You may wonder why do I need to know more about tech? You're thinking to yourself, how hard is this computer stuff? You're saying, "I can get email on my computer and I can even type my own documents in Word Perfect or Word. Heck, I surf the Internet and I occasionally text message my kids, too. What more do I need to know?"
You might even say, "I'm hip. I don't need to read this post."
Fine. Let's test that theory. But before we delve into what the intricacies of technology, let's just look at one of the most basic - and what you may assume to be probably the most non-computer-based devices in your office, the telephone. But don't get ahead of me here and jump to the immediate conclusion that I'm going to discuss technology you already use such as VOIP (Voice Over Internet Protocol).
Since you already know all about how to save money by using VOIP and other telephone software-based programs like Skype, Peerio and Microsoft's Office Communicator , I'll leave that to a later article.
So let's look at some practical advice that can save you thousands of dollars with a comparatively small investment. First, however, let me set up the problem. If you've been practicing law for a while, you've likely suffered through at least one telephone system replacement and the painful training that came along with it. You know exactly what I'm talking about: that laminated little card they gave you with the directions on how to use the hold button, park and retrieve a call from somewhere else in the office and that foreign language section on the conference feature.
My bet is that you don't even know where that laminated card is located in your desk, you can't pick up a call in your office when the incoming call was answered elsewhere, and it's a hopeless effort to even begin to figure out how to make a conference call.
If you're at all like me and most of the lawyers in my office, you'll grudgingly admit your receptionist is about the only person who can passingly perform these functions. Maybe you can put a call on hold (it's that red button on the phone), but that's about it.
Before our office installed computer software to control our telephones, I was a confirmed Telephone Luddite. When I set up a conference call, I dropped everyone when I pushed the conference button and mostly ended up talking to myself. Picking up a parked call was about as likely as me successfully launching a probe to land on Mars.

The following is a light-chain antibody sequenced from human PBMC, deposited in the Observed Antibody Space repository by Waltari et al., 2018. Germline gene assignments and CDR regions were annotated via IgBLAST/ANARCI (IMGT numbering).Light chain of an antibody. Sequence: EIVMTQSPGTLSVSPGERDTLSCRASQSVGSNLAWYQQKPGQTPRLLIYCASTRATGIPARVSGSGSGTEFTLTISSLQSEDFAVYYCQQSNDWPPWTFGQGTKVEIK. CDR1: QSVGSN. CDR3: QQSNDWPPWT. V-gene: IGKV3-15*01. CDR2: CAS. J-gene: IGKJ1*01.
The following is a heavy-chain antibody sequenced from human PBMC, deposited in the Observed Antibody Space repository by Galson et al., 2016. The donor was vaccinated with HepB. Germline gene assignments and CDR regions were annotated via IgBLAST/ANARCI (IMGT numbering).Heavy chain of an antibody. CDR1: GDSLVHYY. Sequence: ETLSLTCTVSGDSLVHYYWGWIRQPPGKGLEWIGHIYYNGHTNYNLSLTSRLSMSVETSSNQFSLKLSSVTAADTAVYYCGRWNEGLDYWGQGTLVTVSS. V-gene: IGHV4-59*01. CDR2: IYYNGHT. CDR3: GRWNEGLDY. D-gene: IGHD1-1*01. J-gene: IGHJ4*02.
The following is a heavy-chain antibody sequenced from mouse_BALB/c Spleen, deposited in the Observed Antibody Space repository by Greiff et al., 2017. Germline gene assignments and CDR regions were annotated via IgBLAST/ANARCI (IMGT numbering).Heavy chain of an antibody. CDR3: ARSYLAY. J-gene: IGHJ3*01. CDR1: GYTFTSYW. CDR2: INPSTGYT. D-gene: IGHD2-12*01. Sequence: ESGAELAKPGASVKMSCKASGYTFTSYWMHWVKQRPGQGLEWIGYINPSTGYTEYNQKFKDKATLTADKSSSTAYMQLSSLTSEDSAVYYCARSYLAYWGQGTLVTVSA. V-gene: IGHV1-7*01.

I could convert gallons in Metric measurements to liters in English measurements easier than I could operate the office telephone, and my last math class was differential equations in college. Even so, I figured the rocket science of telephone conference calls was best left to the people at JPL. At least they could land a probe on Mars, couldn't they?
Well maybe not, but trust me on this one, with telephone software installed on your computer, you'll not only be able to master these complicated functions of hold, park and conferencing, but you'll also avoid buying another telephone hardware system again. When they invent new features for the phone, all you'll have to do is download the software update, not replace your phones.
Moreover, if you're buying a telephone system, you don't have to buy expensive, complicated and feature-laden phones that comes complete with five-page laminated cards of instructions. With telephone software, everything is right there on your computer screen and can be displayed with the click of a mouse.
Here's the solution we've found. We've installed a software program from Artisoft called Televantage on our firm's servers and workstations. When a call comes in, a box pops up on my computer screen and shows me who is calling and allows me to control it with my mouse. I can send it to voice mail, transfer it to someone else and even conference in other callers. By right-clicking on the box that displays the call, all of those options pop up in an easy-to-understand menu, allowing me to choose any one of those features right there on my monitor, which is thousands of light-years from wherever that laminated card is in my desk.